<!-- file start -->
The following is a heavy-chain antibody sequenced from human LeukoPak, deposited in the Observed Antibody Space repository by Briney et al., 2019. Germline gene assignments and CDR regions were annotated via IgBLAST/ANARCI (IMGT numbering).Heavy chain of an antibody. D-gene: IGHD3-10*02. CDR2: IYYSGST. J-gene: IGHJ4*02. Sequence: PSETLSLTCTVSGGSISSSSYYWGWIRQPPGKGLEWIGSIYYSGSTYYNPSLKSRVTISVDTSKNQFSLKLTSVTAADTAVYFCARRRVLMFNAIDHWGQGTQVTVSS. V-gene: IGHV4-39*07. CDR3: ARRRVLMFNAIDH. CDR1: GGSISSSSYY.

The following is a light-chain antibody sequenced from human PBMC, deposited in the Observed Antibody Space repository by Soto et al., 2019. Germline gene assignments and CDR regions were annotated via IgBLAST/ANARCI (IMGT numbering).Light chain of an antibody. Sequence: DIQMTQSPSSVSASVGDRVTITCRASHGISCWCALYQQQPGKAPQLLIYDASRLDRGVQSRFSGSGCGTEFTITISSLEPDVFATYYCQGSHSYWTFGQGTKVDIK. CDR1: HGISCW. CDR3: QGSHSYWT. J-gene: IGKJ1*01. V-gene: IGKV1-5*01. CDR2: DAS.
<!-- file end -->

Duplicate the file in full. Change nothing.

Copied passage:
The following is a heavy-chain antibody sequenced from human LeukoPak, deposited in the Observed Antibody Space repository by Briney et al., 2019. Germline gene assignments and CDR regions were annotated via IgBLAST/ANARCI (IMGT numbering).Heavy chain of an antibody. D-gene: IGHD3-10*02. CDR2: IYYSGST. J-gene: IGHJ4*02. Sequence: PSETLSLTCTVSGGSISSSSYYWGWIRQPPGKGLEWIGSIYYSGSTYYNPSLKSRVTISVDTSKNQFSLKLTSVTAADTAVYFCARRRVLMFNAIDHWGQGTQVTVSS. V-gene: IGHV4-39*07. CDR3: ARRRVLMFNAIDH. CDR1: GGSISSSSYY.

The following is a light-chain antibody sequenced from human PBMC, deposited in the Observed Antibody Space repository by Soto et al., 2019. Germline gene assignments and CDR regions were annotated via IgBLAST/ANARCI (IMGT numbering).Light chain of an antibody. Sequence: DIQMTQSPSSVSASVGDRVTITCRASHGISCWCALYQQQPGKAPQLLIYDASRLDRGVQSRFSGSGCGTEFTITISSLEPDVFATYYCQGSHSYWTFGQGTKVDIK. CDR1: HGISCW. CDR3: QGSHSYWT. J-gene: IGKJ1*01. V-gene: IGKV1-5*01. CDR2: DAS.